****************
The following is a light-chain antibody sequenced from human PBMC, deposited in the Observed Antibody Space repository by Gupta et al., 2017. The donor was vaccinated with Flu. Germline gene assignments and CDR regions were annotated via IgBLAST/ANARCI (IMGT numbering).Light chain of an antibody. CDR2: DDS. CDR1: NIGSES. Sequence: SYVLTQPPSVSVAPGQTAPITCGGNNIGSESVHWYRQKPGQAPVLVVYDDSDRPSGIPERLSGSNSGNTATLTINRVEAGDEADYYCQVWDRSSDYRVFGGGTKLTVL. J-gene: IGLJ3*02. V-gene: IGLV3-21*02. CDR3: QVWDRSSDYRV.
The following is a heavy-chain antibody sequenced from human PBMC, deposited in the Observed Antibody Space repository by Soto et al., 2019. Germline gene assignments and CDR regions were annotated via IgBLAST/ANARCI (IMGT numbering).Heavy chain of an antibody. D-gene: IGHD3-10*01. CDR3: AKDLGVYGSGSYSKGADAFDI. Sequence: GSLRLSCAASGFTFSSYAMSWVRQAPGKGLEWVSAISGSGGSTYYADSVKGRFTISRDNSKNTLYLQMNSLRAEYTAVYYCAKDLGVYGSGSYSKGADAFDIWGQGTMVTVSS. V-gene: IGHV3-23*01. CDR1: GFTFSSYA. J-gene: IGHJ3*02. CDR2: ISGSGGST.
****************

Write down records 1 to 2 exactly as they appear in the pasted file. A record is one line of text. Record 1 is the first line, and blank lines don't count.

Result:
The following is a light-chain antibody sequenced from human PBMC, deposited in the Observed Antibody Space repository by Gupta et al., 2017. The donor was vaccinated with Flu. Germline gene assignments and CDR regions were annotated via IgBLAST/ANARCI (IMGT numbering).Light chain of an antibody. CDR2: DDS. CDR1: NIGSES. Sequence: SYVLTQPPSVSVAPGQTAPITCGGNNIGSESVHWYRQKPGQAPVLVVYDDSDRPSGIPERLSGSNSGNTATLTINRVEAGDEADYYCQVWDRSSDYRVFGGGTKLTVL. J-gene: IGLJ3*02. V-gene: IGLV3-21*02. CDR3: QVWDRSSDYRV.
The following is a heavy-chain antibody sequenced from human PBMC, deposited in the Observed Antibody Space repository by Soto et al., 2019. Germline gene assignments and CDR regions were annotated via IgBLAST/ANARCI (IMGT numbering).Heavy chain of an antibody. D-gene: IGHD3-10*01. CDR3: AKDLGVYGSGSYSKGADAFDI. Sequence: GSLRLSCAASGFTFSSYAMSWVRQAPGKGLEWVSAISGSGGSTYYADSVKGRFTISRDNSKNTLYLQMNSLRAEYTAVYYCAKDLGVYGSGSYSKGADAFDIWGQGTMVTVSS. V-gene: IGHV3-23*01. CDR1: GFTFSSYA. J-gene: IGHJ3*02. CDR2: ISGSGGST.